Pre-Calc Exam Notes 42

Pre-Calc Exam Notes 42 - C is acute and for when C is...

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42 Chapter 2 General Triangles §2.1 b a A C B (a) a b : No solution b a A C B (b) a > b : One solution Figure 2.1.4 The ambiguous case when A 90 Table 2.1 summarizes the ambiguous case of solving ABC when given a , A , and b . Of course, the letters can be interchanged, e.g. replace a and A by c and C , etc. Table 2.1 Summary of the ambiguous case 0 < A < 90 90 A < 180 a < b sin A : No solution a b : No solution a = b sin A : One solution a > b : One solution b sin A < a < b : Two solutions a b : One solution There is an interesting geometric consequence of the Law of Sines. Recall from Section 1.1 that in a right triangle the hypotenuse is the largest side. Since a right angle is the largest angle in a right triangle, this means that the largest side is opposite the largest angle. What the Law of Sines does is generalize this to any triangle: In any triangle, the largest side is opposite the largest angle. To prove this, let C be the largest angle in a triangle ABC . If C = 90 then we already know that its opposite side c is the largest side. So we just need to prove the result for when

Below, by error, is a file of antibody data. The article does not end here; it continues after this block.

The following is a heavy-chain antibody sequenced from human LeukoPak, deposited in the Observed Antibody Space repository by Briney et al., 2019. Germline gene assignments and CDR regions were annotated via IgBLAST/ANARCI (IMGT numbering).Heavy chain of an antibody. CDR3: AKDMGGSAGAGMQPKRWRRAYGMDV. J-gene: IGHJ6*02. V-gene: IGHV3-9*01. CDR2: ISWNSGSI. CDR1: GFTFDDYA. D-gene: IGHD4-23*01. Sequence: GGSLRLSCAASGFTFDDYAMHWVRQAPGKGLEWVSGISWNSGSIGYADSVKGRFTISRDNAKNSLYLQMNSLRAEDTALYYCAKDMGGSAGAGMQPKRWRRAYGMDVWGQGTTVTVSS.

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Unformatted text preview: C is acute and for when C is obtuse. In both cases, we have A ≤ C and B ≤ C . We will Frst show that sin A ≤ sin C and sin B ≤ sin C . y x r r ( x 1 , y 1 ) ( x 2 , y 2 ) A C Figure 2.1.5 If C is acute, then A and B are also acute. Since A ≤ C , imagine that A is in standard position in the xy-coordinate plane and that we rotate the terminal side of A counterclockwise to the terminal side of the larger angle C , as in ±igure 2.1.5. If we pick points ( x 1 , y 1 ) and ( x 2 , y 2 ) on the terminal sides of A and C , respectively, so that their distance to the origin is the same number r , then we see from the picture that y 1 ≤ y 2 , and hence sin A = y 1 r ≤ y 2 r = sin C . By a similar argument, B ≤ C implies that sin B ≤ sin C . Thus, sin A ≤ sin C and sin B ≤ sin C when C is acute. We will now show that these inequalities hold when C is obtuse....
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